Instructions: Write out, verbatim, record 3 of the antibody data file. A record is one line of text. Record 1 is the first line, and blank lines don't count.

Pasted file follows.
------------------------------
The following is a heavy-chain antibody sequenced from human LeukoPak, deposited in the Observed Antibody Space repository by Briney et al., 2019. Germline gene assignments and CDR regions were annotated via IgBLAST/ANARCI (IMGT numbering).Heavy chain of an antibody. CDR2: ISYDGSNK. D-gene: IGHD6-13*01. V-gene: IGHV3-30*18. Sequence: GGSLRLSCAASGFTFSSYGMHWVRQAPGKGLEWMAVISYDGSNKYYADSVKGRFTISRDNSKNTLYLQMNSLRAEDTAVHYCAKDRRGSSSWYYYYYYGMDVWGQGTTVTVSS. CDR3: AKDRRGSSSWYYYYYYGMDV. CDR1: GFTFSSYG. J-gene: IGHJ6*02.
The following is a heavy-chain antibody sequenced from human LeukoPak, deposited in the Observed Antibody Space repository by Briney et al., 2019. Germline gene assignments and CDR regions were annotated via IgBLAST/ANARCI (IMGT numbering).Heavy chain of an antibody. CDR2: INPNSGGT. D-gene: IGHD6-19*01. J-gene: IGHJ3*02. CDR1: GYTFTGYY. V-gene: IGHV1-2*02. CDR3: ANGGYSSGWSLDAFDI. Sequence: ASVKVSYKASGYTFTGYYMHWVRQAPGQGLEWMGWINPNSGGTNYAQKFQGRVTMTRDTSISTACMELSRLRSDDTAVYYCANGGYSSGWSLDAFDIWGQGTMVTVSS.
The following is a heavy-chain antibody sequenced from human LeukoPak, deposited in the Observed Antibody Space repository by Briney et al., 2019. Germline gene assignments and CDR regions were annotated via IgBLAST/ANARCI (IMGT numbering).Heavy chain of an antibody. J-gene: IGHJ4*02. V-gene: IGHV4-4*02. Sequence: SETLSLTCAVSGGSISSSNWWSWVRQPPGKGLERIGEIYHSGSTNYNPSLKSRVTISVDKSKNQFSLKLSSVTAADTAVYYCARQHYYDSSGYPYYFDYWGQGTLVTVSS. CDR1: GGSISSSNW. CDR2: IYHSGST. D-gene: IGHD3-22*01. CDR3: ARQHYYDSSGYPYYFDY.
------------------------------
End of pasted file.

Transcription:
The following is a heavy-chain antibody sequenced from human LeukoPak, deposited in the Observed Antibody Space repository by Briney et al., 2019. Germline gene assignments and CDR regions were annotated via IgBLAST/ANARCI (IMGT numbering).Heavy chain of an antibody. J-gene: IGHJ4*02. V-gene: IGHV4-4*02. Sequence: SETLSLTCAVSGGSISSSNWWSWVRQPPGKGLERIGEIYHSGSTNYNPSLKSRVTISVDKSKNQFSLKLSSVTAADTAVYYCARQHYYDSSGYPYYFDYWGQGTLVTVSS. CDR1: GGSISSSNW. CDR2: IYHSGST. D-gene: IGHD3-22*01. CDR3: ARQHYYDSSGYPYYFDY.